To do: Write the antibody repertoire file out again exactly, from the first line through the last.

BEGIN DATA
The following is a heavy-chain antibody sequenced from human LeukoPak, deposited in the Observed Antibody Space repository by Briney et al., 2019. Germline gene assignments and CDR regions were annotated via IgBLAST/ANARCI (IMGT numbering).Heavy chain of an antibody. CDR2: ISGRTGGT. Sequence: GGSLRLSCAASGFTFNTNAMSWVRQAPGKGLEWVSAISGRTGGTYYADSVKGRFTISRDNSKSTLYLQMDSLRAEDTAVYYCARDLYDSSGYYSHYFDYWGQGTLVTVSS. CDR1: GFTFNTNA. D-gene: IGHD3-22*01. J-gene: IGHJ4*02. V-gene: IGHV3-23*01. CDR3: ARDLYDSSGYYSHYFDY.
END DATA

The following is a heavy-chain antibody sequenced from human LeukoPak, deposited in the Observed Antibody Space repository by Briney et al., 2019. Germline gene assignments and CDR regions were annotated via IgBLAST/ANARCI (IMGT numbering).Heavy chain of an antibody. CDR2: ISGRTGGT. Sequence: GGSLRLSCAASGFTFNTNAMSWVRQAPGKGLEWVSAISGRTGGTYYADSVKGRFTISRDNSKSTLYLQMDSLRAEDTAVYYCARDLYDSSGYYSHYFDYWGQGTLVTVSS. CDR1: GFTFNTNA. D-gene: IGHD3-22*01. J-gene: IGHJ4*02. V-gene: IGHV3-23*01. CDR3: ARDLYDSSGYYSHYFDY.